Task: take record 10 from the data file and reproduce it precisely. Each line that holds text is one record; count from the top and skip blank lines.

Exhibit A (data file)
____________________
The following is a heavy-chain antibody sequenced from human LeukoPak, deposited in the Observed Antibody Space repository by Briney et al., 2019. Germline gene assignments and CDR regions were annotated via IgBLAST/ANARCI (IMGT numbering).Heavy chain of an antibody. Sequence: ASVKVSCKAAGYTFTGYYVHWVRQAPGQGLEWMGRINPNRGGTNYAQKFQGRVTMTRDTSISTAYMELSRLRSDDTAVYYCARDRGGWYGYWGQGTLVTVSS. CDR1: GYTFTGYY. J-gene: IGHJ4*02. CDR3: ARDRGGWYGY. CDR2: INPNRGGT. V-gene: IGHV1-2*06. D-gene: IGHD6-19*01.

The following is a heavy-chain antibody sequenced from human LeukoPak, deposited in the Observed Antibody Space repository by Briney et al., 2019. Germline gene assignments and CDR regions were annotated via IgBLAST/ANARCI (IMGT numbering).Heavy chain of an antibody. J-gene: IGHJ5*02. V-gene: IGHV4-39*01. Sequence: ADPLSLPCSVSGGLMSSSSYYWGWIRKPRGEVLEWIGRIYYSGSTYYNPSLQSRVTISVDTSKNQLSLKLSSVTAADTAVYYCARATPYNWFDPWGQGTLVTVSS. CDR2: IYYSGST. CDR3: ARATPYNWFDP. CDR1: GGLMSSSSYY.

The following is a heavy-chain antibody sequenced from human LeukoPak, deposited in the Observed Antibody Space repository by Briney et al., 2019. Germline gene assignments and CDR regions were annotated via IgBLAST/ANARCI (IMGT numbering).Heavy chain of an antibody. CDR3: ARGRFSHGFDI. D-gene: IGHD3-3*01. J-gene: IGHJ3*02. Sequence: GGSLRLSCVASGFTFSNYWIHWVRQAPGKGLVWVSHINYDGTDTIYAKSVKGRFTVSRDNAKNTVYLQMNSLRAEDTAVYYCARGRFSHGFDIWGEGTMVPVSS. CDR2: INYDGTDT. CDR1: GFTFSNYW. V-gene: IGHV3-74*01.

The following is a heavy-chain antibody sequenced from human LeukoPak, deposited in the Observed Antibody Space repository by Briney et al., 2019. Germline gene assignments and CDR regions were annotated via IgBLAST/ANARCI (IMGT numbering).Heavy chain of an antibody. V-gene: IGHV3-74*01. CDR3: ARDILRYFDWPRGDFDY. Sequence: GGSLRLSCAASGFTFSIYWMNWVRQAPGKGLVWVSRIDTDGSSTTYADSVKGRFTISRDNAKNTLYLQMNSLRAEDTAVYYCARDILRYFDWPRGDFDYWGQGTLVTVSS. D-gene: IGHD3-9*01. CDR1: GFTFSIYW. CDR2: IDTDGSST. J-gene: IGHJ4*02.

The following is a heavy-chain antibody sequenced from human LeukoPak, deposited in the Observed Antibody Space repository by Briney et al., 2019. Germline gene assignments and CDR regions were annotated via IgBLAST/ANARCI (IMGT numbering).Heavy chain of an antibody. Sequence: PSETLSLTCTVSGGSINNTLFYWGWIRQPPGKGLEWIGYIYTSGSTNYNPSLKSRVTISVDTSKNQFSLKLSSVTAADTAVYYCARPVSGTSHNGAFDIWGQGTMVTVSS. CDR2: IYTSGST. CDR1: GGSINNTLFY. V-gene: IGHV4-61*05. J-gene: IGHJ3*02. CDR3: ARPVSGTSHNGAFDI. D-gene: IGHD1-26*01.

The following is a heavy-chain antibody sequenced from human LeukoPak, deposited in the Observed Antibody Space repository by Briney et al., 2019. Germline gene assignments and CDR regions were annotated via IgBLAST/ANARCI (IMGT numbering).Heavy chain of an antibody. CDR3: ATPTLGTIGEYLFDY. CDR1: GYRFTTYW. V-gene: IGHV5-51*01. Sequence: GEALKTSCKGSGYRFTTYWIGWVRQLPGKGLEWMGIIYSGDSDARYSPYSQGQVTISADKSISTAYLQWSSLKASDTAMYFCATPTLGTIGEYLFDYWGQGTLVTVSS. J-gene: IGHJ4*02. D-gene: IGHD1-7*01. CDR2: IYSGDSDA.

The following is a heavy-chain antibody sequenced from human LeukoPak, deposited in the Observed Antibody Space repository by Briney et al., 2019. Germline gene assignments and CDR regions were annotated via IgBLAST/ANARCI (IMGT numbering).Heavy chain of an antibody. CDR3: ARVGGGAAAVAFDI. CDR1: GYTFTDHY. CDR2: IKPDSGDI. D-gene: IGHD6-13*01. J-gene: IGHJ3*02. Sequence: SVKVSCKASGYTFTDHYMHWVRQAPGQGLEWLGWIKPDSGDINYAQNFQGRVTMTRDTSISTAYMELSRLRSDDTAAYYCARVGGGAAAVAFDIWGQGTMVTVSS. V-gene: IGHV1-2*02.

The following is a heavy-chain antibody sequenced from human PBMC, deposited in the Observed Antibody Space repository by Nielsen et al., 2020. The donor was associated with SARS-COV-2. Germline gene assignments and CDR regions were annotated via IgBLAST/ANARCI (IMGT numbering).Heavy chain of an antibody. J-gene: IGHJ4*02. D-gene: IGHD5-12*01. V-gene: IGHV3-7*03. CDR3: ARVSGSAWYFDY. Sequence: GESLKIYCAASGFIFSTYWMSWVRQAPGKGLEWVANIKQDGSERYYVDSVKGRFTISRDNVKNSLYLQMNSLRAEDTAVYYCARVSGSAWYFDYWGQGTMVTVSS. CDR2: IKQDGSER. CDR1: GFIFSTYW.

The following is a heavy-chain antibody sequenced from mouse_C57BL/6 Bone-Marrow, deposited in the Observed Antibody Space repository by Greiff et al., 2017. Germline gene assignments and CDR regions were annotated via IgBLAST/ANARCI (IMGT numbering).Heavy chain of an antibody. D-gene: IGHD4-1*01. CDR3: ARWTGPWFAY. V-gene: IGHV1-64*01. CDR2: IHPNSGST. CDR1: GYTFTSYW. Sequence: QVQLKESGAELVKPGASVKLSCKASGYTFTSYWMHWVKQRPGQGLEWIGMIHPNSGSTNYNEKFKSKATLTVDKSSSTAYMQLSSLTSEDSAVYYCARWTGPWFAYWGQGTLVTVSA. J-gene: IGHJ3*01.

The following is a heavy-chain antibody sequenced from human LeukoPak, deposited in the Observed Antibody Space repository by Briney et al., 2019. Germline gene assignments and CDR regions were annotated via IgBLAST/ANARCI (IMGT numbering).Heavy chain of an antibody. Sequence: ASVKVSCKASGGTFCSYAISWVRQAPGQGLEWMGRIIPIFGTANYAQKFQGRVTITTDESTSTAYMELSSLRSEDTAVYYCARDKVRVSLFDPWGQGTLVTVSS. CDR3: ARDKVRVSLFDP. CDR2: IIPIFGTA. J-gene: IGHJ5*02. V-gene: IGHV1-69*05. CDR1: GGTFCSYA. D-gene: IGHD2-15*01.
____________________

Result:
The following is a heavy-chain antibody sequenced from human LeukoPak, deposited in the Observed Antibody Space repository by Briney et al., 2019. Germline gene assignments and CDR regions were annotated via IgBLAST/ANARCI (IMGT numbering).Heavy chain of an antibody. Sequence: ASVKVSCKASGGTFCSYAISWVRQAPGQGLEWMGRIIPIFGTANYAQKFQGRVTITTDESTSTAYMELSSLRSEDTAVYYCARDKVRVSLFDPWGQGTLVTVSS. CDR3: ARDKVRVSLFDP. CDR2: IIPIFGTA. J-gene: IGHJ5*02. V-gene: IGHV1-69*05. CDR1: GGTFCSYA. D-gene: IGHD2-15*01.